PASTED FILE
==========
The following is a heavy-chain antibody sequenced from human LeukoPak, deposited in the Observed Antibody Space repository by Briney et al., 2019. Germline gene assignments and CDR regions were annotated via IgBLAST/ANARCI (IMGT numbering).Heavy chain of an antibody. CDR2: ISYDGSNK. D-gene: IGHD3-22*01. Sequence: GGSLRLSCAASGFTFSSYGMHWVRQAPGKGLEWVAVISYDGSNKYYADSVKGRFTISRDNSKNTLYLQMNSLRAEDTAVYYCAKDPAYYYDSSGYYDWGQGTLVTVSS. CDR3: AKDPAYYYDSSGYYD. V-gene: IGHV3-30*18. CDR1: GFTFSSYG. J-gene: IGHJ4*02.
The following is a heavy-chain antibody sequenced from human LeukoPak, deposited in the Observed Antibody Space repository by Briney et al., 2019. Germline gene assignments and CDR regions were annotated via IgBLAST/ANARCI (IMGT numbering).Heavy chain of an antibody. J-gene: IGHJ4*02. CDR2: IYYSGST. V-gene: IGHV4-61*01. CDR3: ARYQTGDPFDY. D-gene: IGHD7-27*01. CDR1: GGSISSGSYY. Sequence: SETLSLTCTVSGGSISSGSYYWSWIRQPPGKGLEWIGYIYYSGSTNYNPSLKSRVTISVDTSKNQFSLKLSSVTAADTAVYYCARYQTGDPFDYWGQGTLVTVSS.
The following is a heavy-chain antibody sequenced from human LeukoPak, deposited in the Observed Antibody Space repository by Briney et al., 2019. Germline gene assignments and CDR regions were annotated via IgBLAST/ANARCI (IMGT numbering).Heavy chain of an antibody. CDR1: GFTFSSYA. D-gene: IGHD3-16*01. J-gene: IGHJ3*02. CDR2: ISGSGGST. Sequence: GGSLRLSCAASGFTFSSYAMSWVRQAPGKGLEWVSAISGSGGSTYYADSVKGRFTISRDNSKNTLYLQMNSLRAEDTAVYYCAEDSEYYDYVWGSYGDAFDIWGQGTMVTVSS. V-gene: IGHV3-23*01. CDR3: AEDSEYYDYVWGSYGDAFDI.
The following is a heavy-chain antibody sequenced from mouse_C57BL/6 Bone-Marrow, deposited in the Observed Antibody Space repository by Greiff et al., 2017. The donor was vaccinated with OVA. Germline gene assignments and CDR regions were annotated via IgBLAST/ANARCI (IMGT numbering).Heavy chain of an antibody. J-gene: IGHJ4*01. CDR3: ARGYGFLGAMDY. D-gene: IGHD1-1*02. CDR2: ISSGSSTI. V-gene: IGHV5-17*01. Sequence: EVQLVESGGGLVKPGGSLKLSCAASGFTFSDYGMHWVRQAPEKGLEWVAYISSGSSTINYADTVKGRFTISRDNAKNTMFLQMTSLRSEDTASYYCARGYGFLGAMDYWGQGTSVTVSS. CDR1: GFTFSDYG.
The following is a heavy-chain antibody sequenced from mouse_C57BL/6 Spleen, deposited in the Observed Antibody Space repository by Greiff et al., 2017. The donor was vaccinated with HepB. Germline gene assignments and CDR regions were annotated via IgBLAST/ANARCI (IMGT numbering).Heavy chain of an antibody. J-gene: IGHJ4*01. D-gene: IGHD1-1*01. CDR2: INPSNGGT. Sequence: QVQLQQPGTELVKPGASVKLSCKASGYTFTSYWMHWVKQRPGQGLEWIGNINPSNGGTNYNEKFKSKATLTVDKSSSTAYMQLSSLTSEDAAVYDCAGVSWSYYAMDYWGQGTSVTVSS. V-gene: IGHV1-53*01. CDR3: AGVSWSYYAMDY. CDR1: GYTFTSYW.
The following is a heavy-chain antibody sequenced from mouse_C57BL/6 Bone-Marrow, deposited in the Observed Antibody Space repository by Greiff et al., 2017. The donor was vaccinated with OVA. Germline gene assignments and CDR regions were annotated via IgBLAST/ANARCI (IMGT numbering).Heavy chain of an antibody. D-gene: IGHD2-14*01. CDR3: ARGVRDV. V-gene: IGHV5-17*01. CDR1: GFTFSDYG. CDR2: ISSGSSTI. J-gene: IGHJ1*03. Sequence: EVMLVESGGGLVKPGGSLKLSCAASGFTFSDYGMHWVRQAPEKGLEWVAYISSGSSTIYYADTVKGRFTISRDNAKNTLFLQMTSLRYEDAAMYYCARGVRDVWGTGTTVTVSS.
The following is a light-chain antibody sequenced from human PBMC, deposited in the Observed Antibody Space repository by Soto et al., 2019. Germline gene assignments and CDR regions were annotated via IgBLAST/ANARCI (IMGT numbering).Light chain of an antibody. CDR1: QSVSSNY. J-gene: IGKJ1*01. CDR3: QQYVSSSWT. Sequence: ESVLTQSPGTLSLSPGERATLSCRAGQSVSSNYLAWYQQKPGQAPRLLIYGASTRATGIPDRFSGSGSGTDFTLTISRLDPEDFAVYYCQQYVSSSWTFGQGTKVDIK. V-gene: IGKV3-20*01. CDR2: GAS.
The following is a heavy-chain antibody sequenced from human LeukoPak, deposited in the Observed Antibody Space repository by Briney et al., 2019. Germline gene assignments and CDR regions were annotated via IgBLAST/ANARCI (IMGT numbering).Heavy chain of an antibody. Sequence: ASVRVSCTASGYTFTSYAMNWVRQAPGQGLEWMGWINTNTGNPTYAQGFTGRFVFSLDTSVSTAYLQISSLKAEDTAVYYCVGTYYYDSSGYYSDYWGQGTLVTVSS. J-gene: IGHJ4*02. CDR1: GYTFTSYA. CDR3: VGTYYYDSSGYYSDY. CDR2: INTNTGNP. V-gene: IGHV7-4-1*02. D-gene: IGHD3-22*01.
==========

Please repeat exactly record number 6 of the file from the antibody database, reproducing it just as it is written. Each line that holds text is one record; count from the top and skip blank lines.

The following is a heavy-chain antibody sequenced from mouse_C57BL/6 Bone-Marrow, deposited in the Observed Antibody Space repository by Greiff et al., 2017. The donor was vaccinated with OVA. Germline gene assignments and CDR regions were annotated via IgBLAST/ANARCI (IMGT numbering).Heavy chain of an antibody. D-gene: IGHD2-14*01. CDR3: ARGVRDV. V-gene: IGHV5-17*01. CDR1: GFTFSDYG. CDR2: ISSGSSTI. J-gene: IGHJ1*03. Sequence: EVMLVESGGGLVKPGGSLKLSCAASGFTFSDYGMHWVRQAPEKGLEWVAYISSGSSTIYYADTVKGRFTISRDNAKNTLFLQMTSLRYEDAAMYYCARGVRDVWGTGTTVTVSS.